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Posts Tagged ‘Babies’

Playful Parenting: Fun Activities for Newborns

Like all children, babies learn best by having fun. Here are some simple, play-based activities you can do with your infant to help him or her develop motor and learning skills.

  • Encourage tummy time. Tummy time is good exercise and allows your baby to practiceInfant_jpg
    moving. Lie your baby on her stomach and put one or two colorful toys in front of her or around her;
  • Read. Besides being an excellent bonding activity, reading to your newborn also prepares him for reading on his own and introduces him to shapes, letters and colors;
  • Talk to your baby. Simply chatting to your baby about whatever you’re doing keeps her entertained and helps to establish a foundation for language development;
  • Play with toys. Playing with age-appropriate toys helps your newborn exercise his sense of touch. Babies especially enjoy toys with different textures, such as crinkly fabric, satin and velvet.

Observing Babies as They Learn

You love to watch your little one playing and learning, and so do Goddard School teachers. Observation is a core method our teachers use to assess what children are learning, when they are ready to learn new tasks and what their interests are.  We use these observations to track the children’s progress, develop lesson plans and share the children’s development with their parents. The Goddard School

As parents, we often teach our children, yet they can teach us a lot while we observe them. Children will inform us of their needs and interests if we pay attention to them. You may want to keep a notebook or record your observations on your computer or tablet. Observe your child at different times of the day, such as at mealtimes and bedtime. Over time, your notes will form an interesting record of your child’s behavior at different ages and help you notice whether a pattern of behavior is emerging. When you notice that your child develops a new interest, try to nurture it without overwhelming your child. Think about ways you can introduce some new activities that will appeal to those interests.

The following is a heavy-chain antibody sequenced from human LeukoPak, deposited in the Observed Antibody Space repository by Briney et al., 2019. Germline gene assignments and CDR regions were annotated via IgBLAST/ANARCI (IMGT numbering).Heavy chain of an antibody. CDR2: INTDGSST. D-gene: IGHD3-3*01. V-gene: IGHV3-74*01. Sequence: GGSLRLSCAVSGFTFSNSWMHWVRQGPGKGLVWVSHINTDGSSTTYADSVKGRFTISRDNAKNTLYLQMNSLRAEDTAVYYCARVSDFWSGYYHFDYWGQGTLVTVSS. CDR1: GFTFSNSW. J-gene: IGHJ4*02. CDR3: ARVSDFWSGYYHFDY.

Through observation, you will gain a better understanding of your child and create a record of special memories.

Really? Is Infant Colic Due to Migraine?

Jack Maypole, MD
Contributing Writer and Goddard School Educational Advisory Board Member

For those of you who might be pediatric research wonks, or better yet, for those of you out there who may be parents of young fussy infants, take note: now we have a (another) new theory as to the cause of colic. Now, while you shift that crying baby to your other shoulder and rock gently, let’s dig a little deeper as to what this is all about.

Colic is the unpleasant term for the young infant who follows the Rule of Threes: he or she cries for three or more hours a day for three or more weeks, at least three days out of the week(for anyone who has survived even a flight with a howling babe, we know that is a lot). Colic is common: it happens in about 1 in 5 babies. These so-called colicky infants tend to have a sort of routine, with the onset of a frantic crying pattern— often at around the same time each day(perhaps leading to why some parents call this ‘grandma time!”).  The peak of intensity for colic hits at around 6 weeks of age and can last up to about 2 or 3 months, depending on the child.  As one might expect, colic is a common topic in the first few visits to the primary care clinic.

And, colic is a bit of a medical conundrum. There is no blood test for colic, and nor is there any physical finding that slam dunks the diagnosis.  Sorry, Dr. House. Classically, the diagnosis of colic is one of exclusion, whereby the clinician works with the family to rule out other potential causes of infant crying and fussiness. And, for the record, the comprehensive list of ‘what makes babies cry’ would—no joke—go on for dozens of lines.